After Ronnies, we hustled down St. Laurent to Club Lambi where Ian Svenonius was giving a sermon in his most recent project Chain and the Gang. Svenonius was on an evangelical tear, offering up revisionist history lessons concerning the JFK assassination, the notion of money as debt, and other such quasi conspiratorial/Situationist missives we've come to expect from the dude, all to the soundtrack of some vaguley psychedelic lounge music. But the lack of ventilation at Lambi had us heading back to Casa Del Popolo to catch the tail end of the Terrible Twos. After downing a number of whiskey shots, Timmy "Vulgar" Lampinen and his band Human Eye took the stage, sputtering out their demented brand of explosive art punk. Like someone sticking their finger in an electric socket, Timmy flailed around the stage in the throes of electroshock all while synths buzzed and guitars wailed in a wild flurry of serious rock destruction.



- Etc.

Pop Montreal wasn't all about young blood, though, as a number of reunions were featured prominently this year as well. Rue De Catherine's Le National was seated deep in the seediest part of Montreal and housed two of the bigger reunions. Teenage Jesus and the Jerks trollopped through their set of acerbic no-wave there on Friday night. As the group wrapped up their set, Lydia Lunch triumphantly declared, "There are no encores for Tennage Jesus and the Jerks, and that's the way it's always been!" Os Mutantes filled the house the following night, and though they served up some old classics like "Baby," "A Minha Mehina," and "Panis Et Circeses," the set was mainly comprised of material off their new album, which had just a but too much of a Miami Sound Machine flavor to me. Faust rocked the Ukrainian Federation Saturday night, offering up some old classics like "It's a Rainy Day (Sunshine Girl)" and "Sad Skinhead" amidst a flurry of grinder sparks on sheet metal and cymbals.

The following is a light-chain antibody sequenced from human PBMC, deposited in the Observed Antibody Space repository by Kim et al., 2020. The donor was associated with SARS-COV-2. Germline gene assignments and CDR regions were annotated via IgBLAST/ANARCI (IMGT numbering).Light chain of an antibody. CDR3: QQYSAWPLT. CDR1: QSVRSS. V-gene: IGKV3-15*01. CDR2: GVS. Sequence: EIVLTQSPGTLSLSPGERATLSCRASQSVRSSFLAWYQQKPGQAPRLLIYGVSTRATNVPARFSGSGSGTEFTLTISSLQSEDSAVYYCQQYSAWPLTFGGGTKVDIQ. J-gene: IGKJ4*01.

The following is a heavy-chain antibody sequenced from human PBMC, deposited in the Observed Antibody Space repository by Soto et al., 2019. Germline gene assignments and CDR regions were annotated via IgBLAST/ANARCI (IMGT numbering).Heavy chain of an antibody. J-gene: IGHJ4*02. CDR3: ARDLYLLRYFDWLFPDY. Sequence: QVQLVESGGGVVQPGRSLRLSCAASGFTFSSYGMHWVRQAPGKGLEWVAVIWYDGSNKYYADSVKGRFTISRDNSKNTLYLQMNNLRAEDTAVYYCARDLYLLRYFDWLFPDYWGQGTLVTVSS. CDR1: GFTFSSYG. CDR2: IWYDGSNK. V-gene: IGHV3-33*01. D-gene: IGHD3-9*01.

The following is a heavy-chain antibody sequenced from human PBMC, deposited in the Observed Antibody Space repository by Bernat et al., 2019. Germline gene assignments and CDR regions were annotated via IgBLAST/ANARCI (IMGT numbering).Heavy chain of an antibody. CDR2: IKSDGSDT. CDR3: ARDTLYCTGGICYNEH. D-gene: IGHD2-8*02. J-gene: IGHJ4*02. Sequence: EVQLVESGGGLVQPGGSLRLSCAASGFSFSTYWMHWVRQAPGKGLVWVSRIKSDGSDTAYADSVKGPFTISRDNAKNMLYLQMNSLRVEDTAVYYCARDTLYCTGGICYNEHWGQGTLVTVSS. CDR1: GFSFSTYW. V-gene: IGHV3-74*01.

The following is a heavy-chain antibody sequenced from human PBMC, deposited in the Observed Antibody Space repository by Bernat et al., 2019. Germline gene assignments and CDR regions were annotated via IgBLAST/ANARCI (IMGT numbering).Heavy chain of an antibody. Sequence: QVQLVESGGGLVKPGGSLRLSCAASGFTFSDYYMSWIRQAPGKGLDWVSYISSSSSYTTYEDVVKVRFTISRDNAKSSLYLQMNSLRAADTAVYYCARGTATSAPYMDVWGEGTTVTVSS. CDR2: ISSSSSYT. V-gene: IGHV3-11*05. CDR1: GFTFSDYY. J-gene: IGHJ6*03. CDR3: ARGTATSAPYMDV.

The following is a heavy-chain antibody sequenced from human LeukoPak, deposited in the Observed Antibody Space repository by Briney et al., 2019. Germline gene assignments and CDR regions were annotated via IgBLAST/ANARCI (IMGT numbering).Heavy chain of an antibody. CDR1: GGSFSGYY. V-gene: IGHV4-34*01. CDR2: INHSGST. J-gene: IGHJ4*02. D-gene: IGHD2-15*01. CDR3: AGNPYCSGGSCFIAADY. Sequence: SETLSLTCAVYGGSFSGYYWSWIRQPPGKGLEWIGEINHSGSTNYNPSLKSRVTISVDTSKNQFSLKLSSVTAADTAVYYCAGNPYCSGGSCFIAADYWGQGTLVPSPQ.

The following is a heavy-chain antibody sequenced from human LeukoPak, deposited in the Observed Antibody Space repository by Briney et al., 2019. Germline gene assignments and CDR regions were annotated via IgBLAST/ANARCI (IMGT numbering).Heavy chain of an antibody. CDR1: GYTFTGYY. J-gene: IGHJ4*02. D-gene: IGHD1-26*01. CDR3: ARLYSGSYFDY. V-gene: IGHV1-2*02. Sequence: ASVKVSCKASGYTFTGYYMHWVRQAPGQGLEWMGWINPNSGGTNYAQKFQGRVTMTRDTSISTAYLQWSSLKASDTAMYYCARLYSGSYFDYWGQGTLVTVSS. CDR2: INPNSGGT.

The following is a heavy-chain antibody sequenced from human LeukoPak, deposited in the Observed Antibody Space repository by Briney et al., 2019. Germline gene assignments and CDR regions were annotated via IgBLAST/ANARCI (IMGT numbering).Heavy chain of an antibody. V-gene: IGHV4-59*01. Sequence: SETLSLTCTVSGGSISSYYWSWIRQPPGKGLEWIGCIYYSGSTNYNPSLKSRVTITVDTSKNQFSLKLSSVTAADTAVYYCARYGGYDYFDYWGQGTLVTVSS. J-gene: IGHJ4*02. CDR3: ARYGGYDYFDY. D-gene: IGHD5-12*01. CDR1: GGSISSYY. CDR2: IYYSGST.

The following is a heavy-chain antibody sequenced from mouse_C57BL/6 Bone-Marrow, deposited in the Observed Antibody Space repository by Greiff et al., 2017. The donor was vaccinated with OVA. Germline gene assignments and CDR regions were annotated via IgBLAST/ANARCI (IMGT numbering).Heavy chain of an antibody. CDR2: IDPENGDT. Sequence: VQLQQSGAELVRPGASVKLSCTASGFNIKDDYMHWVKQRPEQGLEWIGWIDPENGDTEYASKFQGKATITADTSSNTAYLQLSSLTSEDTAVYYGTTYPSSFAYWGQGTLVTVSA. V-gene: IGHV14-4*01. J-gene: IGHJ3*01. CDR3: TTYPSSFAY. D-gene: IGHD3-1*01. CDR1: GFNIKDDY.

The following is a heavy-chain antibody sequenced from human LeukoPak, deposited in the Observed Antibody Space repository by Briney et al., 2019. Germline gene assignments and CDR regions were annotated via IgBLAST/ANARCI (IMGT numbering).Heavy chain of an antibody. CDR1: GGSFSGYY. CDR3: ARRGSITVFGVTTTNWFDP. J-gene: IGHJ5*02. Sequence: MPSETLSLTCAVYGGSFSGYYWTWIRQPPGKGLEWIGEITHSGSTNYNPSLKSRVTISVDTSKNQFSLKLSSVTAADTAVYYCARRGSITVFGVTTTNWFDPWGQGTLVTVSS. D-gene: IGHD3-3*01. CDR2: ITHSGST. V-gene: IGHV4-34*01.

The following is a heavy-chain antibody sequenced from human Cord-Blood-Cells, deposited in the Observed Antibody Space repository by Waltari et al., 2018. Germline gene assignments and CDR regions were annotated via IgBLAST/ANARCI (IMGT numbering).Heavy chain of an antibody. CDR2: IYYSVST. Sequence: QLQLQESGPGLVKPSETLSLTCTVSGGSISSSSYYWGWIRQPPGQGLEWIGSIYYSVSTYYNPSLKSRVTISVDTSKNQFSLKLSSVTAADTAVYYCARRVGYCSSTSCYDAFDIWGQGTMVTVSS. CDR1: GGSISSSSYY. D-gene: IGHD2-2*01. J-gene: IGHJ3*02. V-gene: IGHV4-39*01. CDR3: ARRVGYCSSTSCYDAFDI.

La Tulipe, one of the Montreal's more professionally run venues, accommodated a number of Pop Montreal's larger shows. On Thursday night, Mono served up some epic post-rock amidst a fantastic laser-light show. Local hero Kid Koala played the night following with his accompanying band The Slew and ripped through a set of hard rock/turntablism mutant jams that had the hometown crowd buzzing with excitement.

Meanwhile, seminars, lectures, and record fairs were peppered around the city in addition to the never-ending concert log. At the Ubisoft Center, we caught a screening of Sufjan Stevens' The BQE. Its juxtapositions of hula-hooping cheerleaders and Stevens' own super 8 footage of the Brooklyn Queens Expressway cured my burgeoning case of home sickness. Stevens arranged the film in a tri-panel manner, inverting video, and manipulating their speeds, bringing to mind Philip Glass' scored Koyaanisqatsi. At the Ukrainian Center on Saturday and Sunday, a record fair buzzed with busy-bodied vinyl fetishists, and though I scored a fairly cheap copy of Terry Riley's Persian Surgery Dervishes, the Canadian pricing was a bit to steep for my wallet. Back at the Ubisoft center on Sunday, we attended some lectures on home recording, pranced through the room-sized Theremin, and took in the smells of fresh solder at the circuit-bending workshop.

We capped off a full weekend right back where we started: at Sala Rossa. One of the few shows we attended with psychedelic leanings, White Hills opened for touring partners Wovenhand. Fresh off their new Thrill Jockey EP Dead, I was ready to get my first real dose of mind expansion of the fest. But unfortunately, the Hills fell a bit flat for me, and though they succeeded in belting out some serious wah wah, the riffage itself felt a little too post-grunge for me. Continuing in that sentiment were Wovenhand, whose Brett Michaels look-alike front man had one too many Eddie Vedder-ish ecstatic eye rolls into the back of his head for me, forcing us to promptly leave and finally accept that our vacation was coming to a close.

Despite all the amazing music we witnessed, I still couldn't cram in a number of wishlisted acts -- Butthole Surfers, Glass Candy, Thee Oh Sees, Fresh and Only's, An Albatross, Desire -- but no matter. The hyper-active night life, poutine french fries, and all around good-time vibe of the city made Pop Montreal something I'm confident I'll be returning to next year.